Vera Mindy Chokalingam, better known as Mindy Kaling, has never completely identified herself as a Hindu. “I am a kind of Hindu,” she writes in “Nothing Like I Imagined (Except for Sometimes),” a collection of essays which came out on Oct. 6. Growing up in Cambridge, Massachusetts, Kaling’s Hindu identity was synonymous with attending pujas “once or twice a year,” and since she moved to Los Angeles, it meant feeling “uniquely qualified” to order Indian food when out with friends.
But that changed once her daughter, Katherine Swati Kaling was born. “Even if I don’t exactly care if my daughter is Hindu, I definitely don’t want her to be some other religion,” she writes. “So, I looked down at my sleeping eight-month-old baby and I whispered, ‘You will not be a member of the Hillsong Church!’”
Personal anecdotes like this offer a glimpse to a side of the 41-year-old Indian American’s life that she’s never shared before. Through the six essays, Kaling opens up about important moments in her life after she became a mother. She writes about her decision to raise her daughter as a Hindu, why she hired a baby nurse and the pros of being single. She recalls how her Tamil father, Avu Chokalingam, an architect, and Bengali mother, Swati Chokalingam (née Roysircar), an obstetrician/gynecologist, met in Lagos, Nigeria, and how, for a lack of having a common language, it was English that became their medium of communication.
The essays make an interesting read, as the otherwise vocal Kaling has always been extremely private about her personal life, especially when it coms to her kids. She even managed to keep the birth of her second child, Spencer Kaling, a complete secret. The writer, actor and producer recently revealed the birth of her son on “The Late Show with Stephen Colbert,” on Sept. 8. “I’m telling it for the first time now, I gave birth to a baby boy on September 3,” she told Colbert, adding that she named him Spencer. Her daughter, Katherine, is almost 3.
In the first essay, “Mindy Masala,” Kaling gets the most personal, sharing details of her first year as a single mother to her daughter. She writes about her decision to have a ‘Mundan’ for Katherine, and how she went about coordinating it. She writes about how having a daughter forced her “to grapple with questions” she “could ignore” when it was just her. “How Indian do I want my daughter to be,” she wondered. She even contemplated to start “being more Indian really quick, like right now,” so she could “trick her into believing this has always been my deal.”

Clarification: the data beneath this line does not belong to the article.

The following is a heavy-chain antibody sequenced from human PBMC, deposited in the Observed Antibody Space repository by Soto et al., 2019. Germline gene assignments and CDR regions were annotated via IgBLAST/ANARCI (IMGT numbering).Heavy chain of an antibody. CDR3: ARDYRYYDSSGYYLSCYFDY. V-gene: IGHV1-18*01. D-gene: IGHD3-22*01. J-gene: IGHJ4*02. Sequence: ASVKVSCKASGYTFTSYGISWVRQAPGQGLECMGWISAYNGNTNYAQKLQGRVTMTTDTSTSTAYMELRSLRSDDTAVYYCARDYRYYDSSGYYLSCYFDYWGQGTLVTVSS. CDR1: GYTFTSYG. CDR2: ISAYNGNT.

The ‘Mundan’ episode, however challenging, enables Kaling to make a few decisions in her life as well. After she managed to perform the ‘Mundan’ ceremony by combining the Hindu rituals and an American style party, she places a Ziploc bag of her child’s hair next to a photo of her late mother in her 20s. And then the sobbing starts, she writes. “It finally dawned on me,” she writes.
“I have a child who will never know her grandmother, the person who was the closest to me in the world. And I was about to start this journey with my daughter by myself.” But while the thought of raising Katherine without the help her mother “terrified” her, the traditions her mother raised her with, “comforted” her. “The reason I’m ‘Kind of Hindu’ and will raise my daughter to be ‘Kind of Hindu’ is to have this connection deep inside my own heart to other people who look like us and have shared key experiences, thousands of miles away… As long as Kit and I are ‘Kind of Hindu’, we will never be alone.”
Bhargavi immigrated to the U.S. in 1997 and has worked with Indian American media since then in various capacities. She has a degree in English literature and French. Through an opportunity from Alliance Française de New York, Bhargavi taught French at Baruch college for over a year. After taking a break and two kids later, she went back to work in the Desi media. An adventure sport enthusiast, in her free time, she likes to cook, bake or go for hikes, biking and long walks.